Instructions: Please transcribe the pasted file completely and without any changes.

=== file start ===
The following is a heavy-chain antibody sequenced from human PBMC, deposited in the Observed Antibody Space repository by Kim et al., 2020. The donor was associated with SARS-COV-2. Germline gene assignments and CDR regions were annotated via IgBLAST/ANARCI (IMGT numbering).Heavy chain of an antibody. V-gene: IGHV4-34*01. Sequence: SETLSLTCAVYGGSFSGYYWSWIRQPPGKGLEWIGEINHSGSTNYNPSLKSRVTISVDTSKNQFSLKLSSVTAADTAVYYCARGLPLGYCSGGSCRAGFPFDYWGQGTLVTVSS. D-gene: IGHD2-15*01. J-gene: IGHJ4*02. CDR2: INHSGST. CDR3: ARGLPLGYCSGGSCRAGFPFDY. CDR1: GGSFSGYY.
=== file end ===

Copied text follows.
The following is a heavy-chain antibody sequenced from human PBMC, deposited in the Observed Antibody Space repository by Kim et al., 2020. The donor was associated with SARS-COV-2. Germline gene assignments and CDR regions were annotated via IgBLAST/ANARCI (IMGT numbering).Heavy chain of an antibody. V-gene: IGHV4-34*01. Sequence: SETLSLTCAVYGGSFSGYYWSWIRQPPGKGLEWIGEINHSGSTNYNPSLKSRVTISVDTSKNQFSLKLSSVTAADTAVYYCARGLPLGYCSGGSCRAGFPFDYWGQGTLVTVSS. D-gene: IGHD2-15*01. J-gene: IGHJ4*02. CDR2: INHSGST. CDR3: ARGLPLGYCSGGSCRAGFPFDY. CDR1: GGSFSGYY.